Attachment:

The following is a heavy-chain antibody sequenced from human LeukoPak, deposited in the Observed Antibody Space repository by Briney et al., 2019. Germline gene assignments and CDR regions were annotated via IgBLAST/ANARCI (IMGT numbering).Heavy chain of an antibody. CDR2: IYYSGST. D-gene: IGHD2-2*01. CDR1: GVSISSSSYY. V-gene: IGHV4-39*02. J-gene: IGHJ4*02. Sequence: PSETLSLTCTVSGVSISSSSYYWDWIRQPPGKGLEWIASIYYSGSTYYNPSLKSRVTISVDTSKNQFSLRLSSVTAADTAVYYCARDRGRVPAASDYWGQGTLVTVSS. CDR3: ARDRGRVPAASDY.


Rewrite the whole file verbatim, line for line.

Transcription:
The following is a heavy-chain antibody sequenced from human LeukoPak, deposited in the Observed Antibody Space repository by Briney et al., 2019. Germline gene assignments and CDR regions were annotated via IgBLAST/ANARCI (IMGT numbering).Heavy chain of an antibody. CDR2: IYYSGST. D-gene: IGHD2-2*01. CDR1: GVSISSSSYY. V-gene: IGHV4-39*02. J-gene: IGHJ4*02. Sequence: PSETLSLTCTVSGVSISSSSYYWDWIRQPPGKGLEWIASIYYSGSTYYNPSLKSRVTISVDTSKNQFSLRLSSVTAADTAVYYCARDRGRVPAASDYWGQGTLVTVSS. CDR3: ARDRGRVPAASDY.